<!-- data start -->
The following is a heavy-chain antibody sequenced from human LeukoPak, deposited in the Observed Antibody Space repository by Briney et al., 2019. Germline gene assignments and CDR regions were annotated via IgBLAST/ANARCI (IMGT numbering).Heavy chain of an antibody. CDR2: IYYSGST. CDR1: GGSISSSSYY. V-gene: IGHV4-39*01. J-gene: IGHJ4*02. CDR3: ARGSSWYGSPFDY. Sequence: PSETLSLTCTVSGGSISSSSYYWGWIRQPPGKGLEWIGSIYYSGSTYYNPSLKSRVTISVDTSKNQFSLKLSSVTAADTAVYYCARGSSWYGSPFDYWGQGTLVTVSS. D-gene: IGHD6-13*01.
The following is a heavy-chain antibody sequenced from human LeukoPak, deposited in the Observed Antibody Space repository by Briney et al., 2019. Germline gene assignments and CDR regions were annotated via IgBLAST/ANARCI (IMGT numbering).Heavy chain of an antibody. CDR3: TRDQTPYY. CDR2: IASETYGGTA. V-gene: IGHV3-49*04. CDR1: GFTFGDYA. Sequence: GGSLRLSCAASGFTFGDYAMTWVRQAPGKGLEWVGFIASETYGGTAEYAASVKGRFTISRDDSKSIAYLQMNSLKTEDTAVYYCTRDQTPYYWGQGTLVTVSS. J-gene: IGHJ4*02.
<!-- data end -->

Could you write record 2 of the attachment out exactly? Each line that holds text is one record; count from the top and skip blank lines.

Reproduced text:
The following is a heavy-chain antibody sequenced from human LeukoPak, deposited in the Observed Antibody Space repository by Briney et al., 2019. Germline gene assignments and CDR regions were annotated via IgBLAST/ANARCI (IMGT numbering).Heavy chain of an antibody. CDR3: TRDQTPYY. CDR2: IASETYGGTA. V-gene: IGHV3-49*04. CDR1: GFTFGDYA. Sequence: GGSLRLSCAASGFTFGDYAMTWVRQAPGKGLEWVGFIASETYGGTAEYAASVKGRFTISRDDSKSIAYLQMNSLKTEDTAVYYCTRDQTPYYWGQGTLVTVSS. J-gene: IGHJ4*02.